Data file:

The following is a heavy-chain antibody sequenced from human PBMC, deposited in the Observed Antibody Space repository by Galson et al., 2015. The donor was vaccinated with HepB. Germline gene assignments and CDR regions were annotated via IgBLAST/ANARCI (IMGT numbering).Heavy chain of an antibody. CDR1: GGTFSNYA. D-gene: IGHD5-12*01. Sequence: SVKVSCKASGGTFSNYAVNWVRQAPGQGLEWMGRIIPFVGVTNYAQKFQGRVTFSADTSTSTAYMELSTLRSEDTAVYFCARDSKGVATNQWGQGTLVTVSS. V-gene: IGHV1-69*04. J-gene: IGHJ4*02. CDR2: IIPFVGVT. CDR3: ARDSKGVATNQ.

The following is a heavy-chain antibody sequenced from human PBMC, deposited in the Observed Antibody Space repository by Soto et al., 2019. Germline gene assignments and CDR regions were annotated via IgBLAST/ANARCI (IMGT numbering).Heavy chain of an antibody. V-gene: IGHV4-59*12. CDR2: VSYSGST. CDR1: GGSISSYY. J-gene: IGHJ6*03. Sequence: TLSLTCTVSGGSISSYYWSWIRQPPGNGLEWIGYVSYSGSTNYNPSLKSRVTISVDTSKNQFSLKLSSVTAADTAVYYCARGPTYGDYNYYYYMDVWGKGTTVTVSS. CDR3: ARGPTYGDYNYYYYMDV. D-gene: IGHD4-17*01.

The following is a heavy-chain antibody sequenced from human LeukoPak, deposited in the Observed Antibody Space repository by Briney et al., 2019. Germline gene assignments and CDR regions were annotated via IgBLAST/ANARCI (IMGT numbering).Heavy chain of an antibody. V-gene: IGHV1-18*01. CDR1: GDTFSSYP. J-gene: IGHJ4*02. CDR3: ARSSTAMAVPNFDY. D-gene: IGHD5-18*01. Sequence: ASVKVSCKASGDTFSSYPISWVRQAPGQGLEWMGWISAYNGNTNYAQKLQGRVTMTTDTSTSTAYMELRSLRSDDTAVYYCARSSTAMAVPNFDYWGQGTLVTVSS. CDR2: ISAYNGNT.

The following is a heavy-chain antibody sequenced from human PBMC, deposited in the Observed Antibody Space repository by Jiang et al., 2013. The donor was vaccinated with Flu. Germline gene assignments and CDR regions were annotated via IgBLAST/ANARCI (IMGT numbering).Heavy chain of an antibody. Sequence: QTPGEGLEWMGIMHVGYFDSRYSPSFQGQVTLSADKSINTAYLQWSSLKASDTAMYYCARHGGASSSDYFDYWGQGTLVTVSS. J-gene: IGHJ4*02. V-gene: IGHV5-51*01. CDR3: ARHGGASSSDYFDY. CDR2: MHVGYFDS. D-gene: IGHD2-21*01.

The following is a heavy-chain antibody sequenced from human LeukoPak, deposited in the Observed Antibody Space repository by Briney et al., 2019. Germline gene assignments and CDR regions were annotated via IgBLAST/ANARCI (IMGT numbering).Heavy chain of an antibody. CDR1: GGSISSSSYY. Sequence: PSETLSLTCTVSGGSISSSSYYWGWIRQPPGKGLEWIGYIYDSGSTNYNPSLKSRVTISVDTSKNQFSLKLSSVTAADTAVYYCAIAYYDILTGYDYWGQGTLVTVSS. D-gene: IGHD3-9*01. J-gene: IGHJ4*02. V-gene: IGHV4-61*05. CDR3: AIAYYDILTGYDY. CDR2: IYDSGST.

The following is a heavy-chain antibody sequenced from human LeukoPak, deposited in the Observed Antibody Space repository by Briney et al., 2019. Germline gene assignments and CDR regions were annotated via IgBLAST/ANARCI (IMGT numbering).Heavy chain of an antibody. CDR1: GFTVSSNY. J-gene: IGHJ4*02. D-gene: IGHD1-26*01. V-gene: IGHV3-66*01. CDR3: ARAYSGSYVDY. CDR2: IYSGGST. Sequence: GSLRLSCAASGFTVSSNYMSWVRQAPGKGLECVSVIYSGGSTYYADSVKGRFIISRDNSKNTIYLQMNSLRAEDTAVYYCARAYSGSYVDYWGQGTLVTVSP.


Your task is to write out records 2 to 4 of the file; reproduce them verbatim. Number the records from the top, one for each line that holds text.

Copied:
The following is a heavy-chain antibody sequenced from human PBMC, deposited in the Observed Antibody Space repository by Soto et al., 2019. Germline gene assignments and CDR regions were annotated via IgBLAST/ANARCI (IMGT numbering).Heavy chain of an antibody. V-gene: IGHV4-59*12. CDR2: VSYSGST. CDR1: GGSISSYY. J-gene: IGHJ6*03. Sequence: TLSLTCTVSGGSISSYYWSWIRQPPGNGLEWIGYVSYSGSTNYNPSLKSRVTISVDTSKNQFSLKLSSVTAADTAVYYCARGPTYGDYNYYYYMDVWGKGTTVTVSS. CDR3: ARGPTYGDYNYYYYMDV. D-gene: IGHD4-17*01.

The following is a heavy-chain antibody sequenced from human LeukoPak, deposited in the Observed Antibody Space repository by Briney et al., 2019. Germline gene assignments and CDR regions were annotated via IgBLAST/ANARCI (IMGT numbering).Heavy chain of an antibody. V-gene: IGHV1-18*01. CDR1: GDTFSSYP. J-gene: IGHJ4*02. CDR3: ARSSTAMAVPNFDY. D-gene: IGHD5-18*01. Sequence: ASVKVSCKASGDTFSSYPISWVRQAPGQGLEWMGWISAYNGNTNYAQKLQGRVTMTTDTSTSTAYMELRSLRSDDTAVYYCARSSTAMAVPNFDYWGQGTLVTVSS. CDR2: ISAYNGNT.

The following is a heavy-chain antibody sequenced from human PBMC, deposited in the Observed Antibody Space repository by Jiang et al., 2013. The donor was vaccinated with Flu. Germline gene assignments and CDR regions were annotated via IgBLAST/ANARCI (IMGT numbering).Heavy chain of an antibody. Sequence: QTPGEGLEWMGIMHVGYFDSRYSPSFQGQVTLSADKSINTAYLQWSSLKASDTAMYYCARHGGASSSDYFDYWGQGTLVTVSS. J-gene: IGHJ4*02. V-gene: IGHV5-51*01. CDR3: ARHGGASSSDYFDY. CDR2: MHVGYFDS. D-gene: IGHD2-21*01.